Marketing in the Arts Part Two

Though many don’t think so, art and business go hand-in-hand

 

 

I have recently finished up a project doing social media for a theatre company. My main tasks were to keep their Twitter account up to date and make promotional videos for their upcoming shows.

I’ve learned a handful of things from this project. I am assuming quite a few of people viewing this work in the arts in one way or another, and I thought I’d share some of what I found with you. Please remember, this is what I have learned. Your experiences and insights might differ from what I am about to share.

  1. Get away from text.

This is pretty obvious, I know. But it deserves to be said. Art, for the most part, is a visual and auditory medium. Actually, not even for the most part. It is purely a visual and auditory medium. Even novels, though they are pure text, paint a “picture” in your head. Use this. Don’t tell about the pop-up gallery you have going on, show it. Pictures, videos, sound even. And if you must use text, which I’m not sure why you would be limited to just text in this day and age, make sure it tells some kind of story. Describe what you are doing. Tell the story of the tour you are on right now. Make it interesting.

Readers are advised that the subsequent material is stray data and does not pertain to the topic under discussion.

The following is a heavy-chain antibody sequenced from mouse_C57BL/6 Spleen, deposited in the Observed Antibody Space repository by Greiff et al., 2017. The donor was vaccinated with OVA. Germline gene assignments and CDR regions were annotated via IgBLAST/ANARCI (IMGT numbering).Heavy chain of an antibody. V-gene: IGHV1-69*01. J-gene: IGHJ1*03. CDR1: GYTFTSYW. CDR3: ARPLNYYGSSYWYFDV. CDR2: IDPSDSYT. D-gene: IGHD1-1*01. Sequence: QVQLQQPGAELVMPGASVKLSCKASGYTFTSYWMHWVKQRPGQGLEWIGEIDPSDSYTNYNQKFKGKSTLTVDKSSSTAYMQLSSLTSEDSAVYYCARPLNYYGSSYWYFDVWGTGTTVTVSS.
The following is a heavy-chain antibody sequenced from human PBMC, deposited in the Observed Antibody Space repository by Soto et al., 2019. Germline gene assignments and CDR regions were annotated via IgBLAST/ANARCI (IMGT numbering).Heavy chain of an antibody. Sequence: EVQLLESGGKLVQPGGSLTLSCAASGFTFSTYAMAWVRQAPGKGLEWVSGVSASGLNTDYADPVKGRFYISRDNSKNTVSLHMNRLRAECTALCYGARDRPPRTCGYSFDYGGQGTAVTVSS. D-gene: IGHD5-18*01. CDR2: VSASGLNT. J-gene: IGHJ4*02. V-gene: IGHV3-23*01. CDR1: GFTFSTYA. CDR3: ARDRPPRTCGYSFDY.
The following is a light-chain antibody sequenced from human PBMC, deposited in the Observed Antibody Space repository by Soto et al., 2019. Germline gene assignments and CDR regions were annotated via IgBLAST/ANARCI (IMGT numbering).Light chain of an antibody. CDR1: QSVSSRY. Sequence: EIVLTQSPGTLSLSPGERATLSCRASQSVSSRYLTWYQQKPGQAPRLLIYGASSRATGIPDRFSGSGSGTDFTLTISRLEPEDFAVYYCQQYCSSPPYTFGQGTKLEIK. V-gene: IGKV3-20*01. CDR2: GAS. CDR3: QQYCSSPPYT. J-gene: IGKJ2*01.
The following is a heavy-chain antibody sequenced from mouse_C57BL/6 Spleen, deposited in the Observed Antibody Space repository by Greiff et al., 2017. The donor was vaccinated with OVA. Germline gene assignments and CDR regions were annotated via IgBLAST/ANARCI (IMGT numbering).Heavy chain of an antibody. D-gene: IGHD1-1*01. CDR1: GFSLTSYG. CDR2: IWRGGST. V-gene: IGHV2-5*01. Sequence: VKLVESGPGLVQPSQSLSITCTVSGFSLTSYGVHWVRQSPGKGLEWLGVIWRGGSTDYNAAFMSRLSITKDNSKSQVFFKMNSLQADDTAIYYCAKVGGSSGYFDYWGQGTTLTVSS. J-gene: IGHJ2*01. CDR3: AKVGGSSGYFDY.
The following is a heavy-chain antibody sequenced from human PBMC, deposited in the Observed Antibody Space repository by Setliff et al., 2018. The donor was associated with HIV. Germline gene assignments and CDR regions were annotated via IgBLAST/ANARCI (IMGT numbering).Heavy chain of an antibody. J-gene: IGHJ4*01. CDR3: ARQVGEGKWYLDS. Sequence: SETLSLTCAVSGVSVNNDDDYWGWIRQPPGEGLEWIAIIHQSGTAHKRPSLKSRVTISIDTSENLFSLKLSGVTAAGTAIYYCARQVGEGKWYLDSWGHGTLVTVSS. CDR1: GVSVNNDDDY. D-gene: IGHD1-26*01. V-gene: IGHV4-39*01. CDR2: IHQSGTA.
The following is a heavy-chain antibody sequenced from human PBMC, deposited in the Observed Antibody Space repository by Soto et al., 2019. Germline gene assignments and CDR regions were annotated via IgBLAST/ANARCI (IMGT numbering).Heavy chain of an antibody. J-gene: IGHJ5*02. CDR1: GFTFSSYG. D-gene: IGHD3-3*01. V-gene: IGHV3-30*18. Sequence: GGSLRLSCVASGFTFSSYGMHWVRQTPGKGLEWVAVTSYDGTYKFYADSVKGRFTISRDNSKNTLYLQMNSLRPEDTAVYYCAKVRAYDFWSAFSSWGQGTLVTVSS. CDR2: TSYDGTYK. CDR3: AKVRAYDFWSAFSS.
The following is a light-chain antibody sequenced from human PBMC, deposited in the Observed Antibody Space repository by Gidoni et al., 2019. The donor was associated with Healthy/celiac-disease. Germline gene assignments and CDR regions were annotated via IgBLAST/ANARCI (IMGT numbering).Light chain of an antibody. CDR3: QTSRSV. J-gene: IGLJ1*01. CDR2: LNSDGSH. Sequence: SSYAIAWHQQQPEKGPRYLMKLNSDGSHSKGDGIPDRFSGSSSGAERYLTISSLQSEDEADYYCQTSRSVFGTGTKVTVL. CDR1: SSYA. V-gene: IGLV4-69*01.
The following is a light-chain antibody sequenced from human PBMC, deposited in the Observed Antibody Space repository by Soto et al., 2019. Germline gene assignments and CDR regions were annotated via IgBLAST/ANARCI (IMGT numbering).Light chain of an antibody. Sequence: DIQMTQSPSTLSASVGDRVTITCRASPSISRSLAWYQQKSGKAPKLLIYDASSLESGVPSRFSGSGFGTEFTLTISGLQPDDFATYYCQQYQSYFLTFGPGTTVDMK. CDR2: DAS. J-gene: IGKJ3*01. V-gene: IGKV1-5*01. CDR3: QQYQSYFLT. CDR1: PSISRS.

I made a series of promotional videos for the shows my department was putting on, and they all (well, the two that I made) surpassed 8000 impressions and 500 views in the first five days. Sharing visual content is crucial in all fields, but especially in the arts.

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